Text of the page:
Germany's biggest bank has announced a capital increase worth around $11 billion, as part of a package of measures to deal with changing markets and regulations.
Deutsche Bank yesterday announced a capital increase valued at approximately €8 billion ($11 billion), involving an ex-rights issue of €1.75 billion which is expected to raise €6.3 billion of new equity to fuel growth in areas including wealth management. At the time of writing today, the bank's shares were marginally down on the day.
Via the rights issue, Deutsche Bank said it also expects to issue up to 300 million new shares.
(Ex-rights are shares of stock that are trading but no longer have rights attached - they have either expired, been transferred to another investor or have been exercised.)
In a statement, Deutsche Bank also reaffirmed its commitment to “Strategy 2015+,” providing updated financial targets and details of what it described as an accelerated growth strategy.
“The package of measures we are announcing today represents a decisive response to both the challenges and the opportunities in a changing macro-economic, competitive and regulatory environment,” said Jürgen Fitschen and Anshu Jain, co-chief executives of Deutsche Bank, yesterday.
Namely, Deutsche Bank has placed approximately 60 million shares at €29.20 each with Paramount Holdings Services, an investment vehicle owned and controlled by Sheikh Hamad Bin Jassim Bin Jabor Al-Thani, former Prime Minister of Qatar, who intends to remain an anchor investor in the firm.
The capital measures will increase the Common Equity Tier 1 ratio by some 230 basis points from 9.5 per cent at the end of the first quarter 2014 to 11.8 per cent, Deutsche said.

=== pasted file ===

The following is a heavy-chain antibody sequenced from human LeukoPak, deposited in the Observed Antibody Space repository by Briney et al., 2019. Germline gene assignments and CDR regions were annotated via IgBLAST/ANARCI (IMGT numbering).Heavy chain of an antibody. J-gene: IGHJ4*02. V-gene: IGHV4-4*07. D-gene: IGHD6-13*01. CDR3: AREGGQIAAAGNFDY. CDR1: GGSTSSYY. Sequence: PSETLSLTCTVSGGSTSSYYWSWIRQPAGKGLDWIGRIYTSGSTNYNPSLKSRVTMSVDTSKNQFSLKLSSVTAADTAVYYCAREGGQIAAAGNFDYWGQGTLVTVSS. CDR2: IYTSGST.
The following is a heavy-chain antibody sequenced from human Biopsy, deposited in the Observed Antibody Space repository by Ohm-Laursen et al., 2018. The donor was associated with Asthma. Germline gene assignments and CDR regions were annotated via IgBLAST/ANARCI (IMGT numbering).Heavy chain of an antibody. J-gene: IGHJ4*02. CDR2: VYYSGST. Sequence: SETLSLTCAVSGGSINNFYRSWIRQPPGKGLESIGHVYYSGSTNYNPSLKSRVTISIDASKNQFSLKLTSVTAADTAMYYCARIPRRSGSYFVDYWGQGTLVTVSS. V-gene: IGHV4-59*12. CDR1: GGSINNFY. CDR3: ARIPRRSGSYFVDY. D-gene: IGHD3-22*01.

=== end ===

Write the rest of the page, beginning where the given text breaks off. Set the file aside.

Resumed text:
According to the Wall Street Journal, the announcement sent Deutsche Bank shares down by 2.8 per cent (yesterday), although stock "pared losses later." The capital increase was, however, largely priced into the stock before the bank's announcement, the WSJ said, citing analysts.
The measures related to Strategy 2015+ enable Deutsche to address challenging operating conditions – including tighter regulatory requirements, the increased cost of compliance and litigation and headwinds in the macro-economic environment – as well as to invest in core business growth opportunities. Namely, the bank has initiated an accelerated growth program in four key areas:
1. The US market through the hiring of senior professionals;
2. Investing around €200 million over the next three years to boost digital capabilities for private and business clients in Germany and Europe;
3. Hiring up to 100 advisory and coverage professionals to support multi-national corporate clients; and
4. Increasing relationship managers in "key wealth management markets" by 15 per cent over the next three years.
Separately, Reuters and other news services have reported that Germany's largest bank has paid around €5 billion in the past two years in fines and settlements. At the end of March, it made provisions of €1.8 billion for litigation to cover fines and settlements - and has identified an additional €2 billion in potential risks for which it has not provisioned. Litigation concerns issues such as alleged LIBOR rigging, activity concerning derivatives; mortgage repurchase demands, alleged forex manipulation, and allegations from the Kirch media empire that the bank hastened its demise.